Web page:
Full-time and sandwich includes students recorded as studying full-time, normally required to attend an institution for periods amounting to at least 24 weeks within the year of study, plus those enrolled on a sandwich course (thick or thin), irrespective of whether or not they are in attendance at the institution or engaged in industrial training, and those on a study-related year out of their institution. During that time students are normally expected to undertake periods of study, tuition or work experience which amount to an average of at least 21 hours per week for a minimum of 24 weeks study/placement.

In analysis where full-time and sandwich modes of studies are shown separately, they are defined as follows:

Full-time includes students recorded as studying full-time, normally required to attend an institution for periods amounting to at least 24 weeks within the year of study.

Sandwich includes students enrolled on a sandwich course (thick or thin), irrespective of whether they are in attendance at the institution or engaged in industrial training. During that time students are normally expected to undertake periods of study, tuition or work experience which amount to an average of at least 21 hours per week for a minimum of 24 weeks study/placement.

Part-time includes students recorded as studying part-time, or studying full-time on courses lasting less than 24 weeks, on block release, or studying during the evenings only.

Level of study

The level of study is taken from the course aim of the student.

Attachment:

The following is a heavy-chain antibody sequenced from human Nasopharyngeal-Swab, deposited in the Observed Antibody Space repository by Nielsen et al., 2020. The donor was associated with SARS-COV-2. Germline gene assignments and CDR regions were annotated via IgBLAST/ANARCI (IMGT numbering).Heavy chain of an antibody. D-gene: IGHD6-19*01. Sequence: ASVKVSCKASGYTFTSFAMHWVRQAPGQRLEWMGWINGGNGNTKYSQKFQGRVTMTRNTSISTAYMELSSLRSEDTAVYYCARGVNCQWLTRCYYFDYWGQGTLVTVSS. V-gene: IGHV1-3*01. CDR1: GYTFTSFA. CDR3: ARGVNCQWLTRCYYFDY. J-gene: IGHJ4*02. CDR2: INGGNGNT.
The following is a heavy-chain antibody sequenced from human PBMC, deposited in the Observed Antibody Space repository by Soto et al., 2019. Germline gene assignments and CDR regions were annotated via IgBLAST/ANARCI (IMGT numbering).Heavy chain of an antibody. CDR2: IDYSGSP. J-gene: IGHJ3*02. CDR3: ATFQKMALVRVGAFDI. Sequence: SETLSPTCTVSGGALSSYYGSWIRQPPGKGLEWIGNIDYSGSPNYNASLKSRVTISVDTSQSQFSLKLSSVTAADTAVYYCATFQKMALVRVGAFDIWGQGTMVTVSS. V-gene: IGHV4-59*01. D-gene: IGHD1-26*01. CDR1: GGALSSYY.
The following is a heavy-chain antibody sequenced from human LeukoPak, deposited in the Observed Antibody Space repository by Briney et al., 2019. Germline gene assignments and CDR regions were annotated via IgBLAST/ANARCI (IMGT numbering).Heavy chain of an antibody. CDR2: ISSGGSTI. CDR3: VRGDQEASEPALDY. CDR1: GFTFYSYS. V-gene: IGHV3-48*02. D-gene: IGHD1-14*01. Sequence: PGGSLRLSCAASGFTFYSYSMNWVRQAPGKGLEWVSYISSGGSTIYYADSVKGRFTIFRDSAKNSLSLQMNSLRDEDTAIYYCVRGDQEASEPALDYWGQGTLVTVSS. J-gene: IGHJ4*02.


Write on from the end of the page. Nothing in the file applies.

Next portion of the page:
HESA classifies courses according to a framework which aligns with the framework for HE qualifications in England, Wales and Northern Ireland (FHEQ), the Scottish Credit and Qualifications Framework (SCQF) (of which the framework for qualifications of HE institutions in Scotland is a constituent part) and the International Standard Classification of Education (ISCED) and Bologna frameworks. Details are available here. It includes level M for taught masters degrees, and level H for honours degrees.

Higher education (HE) courses are those programmes of study for which the level of instruction is above that of level 3 of the National Qualifications Framework, e.g. courses leading to GCE A levels, VCE A levels or SQA Advanced Highers/Highers.

Further education (FE) courses are those programmes of study for which the level of instruction is equal to or below that of courses leading to HE level as described above, and includes Diplomas, Certificates and National Vocational Qualification (NVQ)/Scottish Vocational Qualification (SVQ) at level 3 and below, A/AS levels, Advanced Highers/Highers (Scotland), GCSEs, Intermediates (Scotland), HE Access courses, Welsh for Adults and other qualifications below higher education level.